Meet Jane Wetherall, senior architect at Donaldson and Warn.

This is the first in a series of profiles of women who are shaping architecture in Australia, initiated by the Gender Equity Committee of the Australian Institute of Architects.

Jane Weatherall profile pic

Perth-based architect Jane Wetherall graduated in 1996, and started an ad hoc practice with her partner Geoff Warn. Together they delivered a modest but interesting series of residential projects that were published and exhibited nationally and internationally. She joined Donaldson and Warn Architects in 2010.

What do you enjoy most in the practice of architecture?

Over the years I’ve come to realise how much I enjoy working with people. I can’t believe I spent so many of my earlier years working more or less as a sole practitioner – it didn’t suit me at all! I like the teamwork aspect of architecture and find the job of a project architect is made all the more enjoyable (or not!) depending on the relationship with the many people involved in designing and delivering a project. Like most architects I also find enormous satisfaction in experiencing the end result – working with the contractor and their team to achieve the built form, absorbing the spatial experience, the building’s engagement with the surrounding context, the subtle qualities and juxtapositions that were perhaps anticipated but can’t be fully appreciated until you experience the work in person.

Can you tell us about a key project that you have been involved in?

Donaldson and Warn have just completed the upgrade to a 1970s tower on St Georges Terrace. I was involved at the front end during schematic design and then more recently with contract administration. The rearrangement of volumes and facade line at the lower levels has resulted in a vastly improved ground plane – simpler, larger spaces suiting more contemporary tenancies, including a new rooftop terrace. The tower’s facades and lobby were also refurbished with contemporary materials and integrated lighting. It has been very rewarding to see this project evolve – the end result has certainly delivered on its intent, particularly if you were familiar with the ‘before’ condition. This project also had the benefit of great teamwork – in particular, our team was lucky to work with a progressive and supportive client and an excellent contractor.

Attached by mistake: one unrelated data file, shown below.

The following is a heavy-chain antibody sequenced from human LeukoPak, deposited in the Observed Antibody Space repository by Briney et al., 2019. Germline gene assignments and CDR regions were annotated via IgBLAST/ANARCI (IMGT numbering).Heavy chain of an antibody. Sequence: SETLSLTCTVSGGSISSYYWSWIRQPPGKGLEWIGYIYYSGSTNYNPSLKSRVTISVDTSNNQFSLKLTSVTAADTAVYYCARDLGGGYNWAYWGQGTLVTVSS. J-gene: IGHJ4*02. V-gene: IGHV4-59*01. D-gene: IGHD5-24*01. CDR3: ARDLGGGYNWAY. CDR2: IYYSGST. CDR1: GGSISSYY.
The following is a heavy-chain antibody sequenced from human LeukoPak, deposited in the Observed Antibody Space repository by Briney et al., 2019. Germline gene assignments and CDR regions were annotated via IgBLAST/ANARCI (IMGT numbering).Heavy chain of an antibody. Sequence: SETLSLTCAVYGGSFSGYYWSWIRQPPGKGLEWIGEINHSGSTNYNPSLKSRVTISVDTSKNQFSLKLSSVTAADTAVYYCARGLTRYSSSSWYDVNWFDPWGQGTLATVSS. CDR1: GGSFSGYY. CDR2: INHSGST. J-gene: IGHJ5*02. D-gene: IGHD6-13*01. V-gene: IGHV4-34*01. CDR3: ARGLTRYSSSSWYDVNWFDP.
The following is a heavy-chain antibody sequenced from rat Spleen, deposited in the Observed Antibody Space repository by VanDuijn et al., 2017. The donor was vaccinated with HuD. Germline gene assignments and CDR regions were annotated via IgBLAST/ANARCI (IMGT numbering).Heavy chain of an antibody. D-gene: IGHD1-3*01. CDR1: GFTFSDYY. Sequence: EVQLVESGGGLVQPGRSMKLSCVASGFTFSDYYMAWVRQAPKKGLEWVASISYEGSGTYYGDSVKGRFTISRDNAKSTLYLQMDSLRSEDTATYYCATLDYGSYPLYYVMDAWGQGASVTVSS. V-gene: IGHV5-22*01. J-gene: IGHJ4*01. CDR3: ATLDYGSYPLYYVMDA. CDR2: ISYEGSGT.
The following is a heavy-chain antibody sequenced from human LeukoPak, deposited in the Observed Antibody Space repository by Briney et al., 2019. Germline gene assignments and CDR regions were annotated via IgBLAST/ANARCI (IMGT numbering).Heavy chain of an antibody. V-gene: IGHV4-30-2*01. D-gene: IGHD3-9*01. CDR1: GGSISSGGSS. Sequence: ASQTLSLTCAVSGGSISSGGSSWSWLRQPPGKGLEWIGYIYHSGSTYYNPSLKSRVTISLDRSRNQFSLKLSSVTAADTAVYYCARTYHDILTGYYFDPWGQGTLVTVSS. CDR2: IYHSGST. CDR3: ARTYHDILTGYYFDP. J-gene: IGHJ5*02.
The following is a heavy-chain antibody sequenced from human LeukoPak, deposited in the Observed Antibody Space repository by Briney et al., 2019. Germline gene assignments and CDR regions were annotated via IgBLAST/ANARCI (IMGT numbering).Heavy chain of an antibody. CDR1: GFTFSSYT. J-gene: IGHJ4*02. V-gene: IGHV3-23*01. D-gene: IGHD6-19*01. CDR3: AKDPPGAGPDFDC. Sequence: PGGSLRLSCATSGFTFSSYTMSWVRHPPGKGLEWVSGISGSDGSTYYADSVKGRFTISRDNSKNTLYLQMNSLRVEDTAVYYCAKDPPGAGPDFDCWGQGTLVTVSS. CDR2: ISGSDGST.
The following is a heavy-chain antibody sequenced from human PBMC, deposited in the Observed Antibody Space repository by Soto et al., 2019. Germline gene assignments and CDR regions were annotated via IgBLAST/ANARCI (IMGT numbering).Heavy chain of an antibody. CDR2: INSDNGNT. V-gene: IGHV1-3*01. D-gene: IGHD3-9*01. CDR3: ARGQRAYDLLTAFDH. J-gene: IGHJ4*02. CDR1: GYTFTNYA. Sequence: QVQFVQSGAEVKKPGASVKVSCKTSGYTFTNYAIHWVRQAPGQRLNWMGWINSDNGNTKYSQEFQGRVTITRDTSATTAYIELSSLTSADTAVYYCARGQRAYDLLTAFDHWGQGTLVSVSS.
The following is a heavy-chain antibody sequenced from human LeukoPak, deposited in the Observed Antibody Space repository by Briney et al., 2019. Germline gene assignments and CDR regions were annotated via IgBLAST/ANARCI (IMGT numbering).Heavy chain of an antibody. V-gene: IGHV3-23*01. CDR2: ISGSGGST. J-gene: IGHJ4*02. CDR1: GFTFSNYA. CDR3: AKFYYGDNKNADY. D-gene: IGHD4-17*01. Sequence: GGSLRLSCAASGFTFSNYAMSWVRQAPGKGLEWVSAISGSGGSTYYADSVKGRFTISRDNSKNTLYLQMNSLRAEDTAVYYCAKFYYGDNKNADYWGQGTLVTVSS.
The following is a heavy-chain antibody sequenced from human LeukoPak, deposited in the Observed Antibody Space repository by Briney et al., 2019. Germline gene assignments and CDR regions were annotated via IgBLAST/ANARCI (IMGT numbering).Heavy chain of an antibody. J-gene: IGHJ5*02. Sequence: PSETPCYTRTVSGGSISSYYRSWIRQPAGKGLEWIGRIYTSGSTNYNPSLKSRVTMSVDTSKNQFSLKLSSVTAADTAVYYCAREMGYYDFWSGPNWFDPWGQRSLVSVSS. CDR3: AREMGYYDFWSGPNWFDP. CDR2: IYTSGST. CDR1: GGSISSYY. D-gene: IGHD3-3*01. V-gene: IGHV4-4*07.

Who do you look up to in the architecture profession?

Hmmm, a tricky question. I don’t have a list of architecture role-models as such. Perhaps I look up to many different people, admiring in each a slice of their qualities. Here is a very broad cross-section: I am impressed when high-profile people maintain a strong sense of authenticity (Janet Holmes a Court); I admire those who stand by their message and keep their cool under fire (Annabel Crabb – with a smile); and I am suitably awestruck by those who successfully embrace architecture as a springboard to other creative endeavours (Fleur Watson, Pia Ednie-Brown).

What are you looking forward to in your career?

I think we are lucky with our profession in that the range of projects allows for endless new areas of learning. By default we have the opportunity to become experts in areas that may not have been obvious in the early years of studying and working, but are fascinating nonetheless. Each project has its own world of constraints, modes of engagement, resources, relationships, protocols etc. Working on a highly technical building would be intriguing, or an intensely political one.

What do you see as your core strength in the practice of architecture?

I believe good projects flourish with good teamwork. I like to think I am good at working with people, keeping them focused, remaining sensitive to their needs and helping to create an environment where the team feels valued and where we all want to put in our best effort. Given we all spend so much of our lives in the workplace, this aspect of the practice of architecture is becoming more important to me.

Jane Wetherall was interviewed by Michael Smith from Atelier Red + Black. This profile is co-published with the Australian Institute of Architects.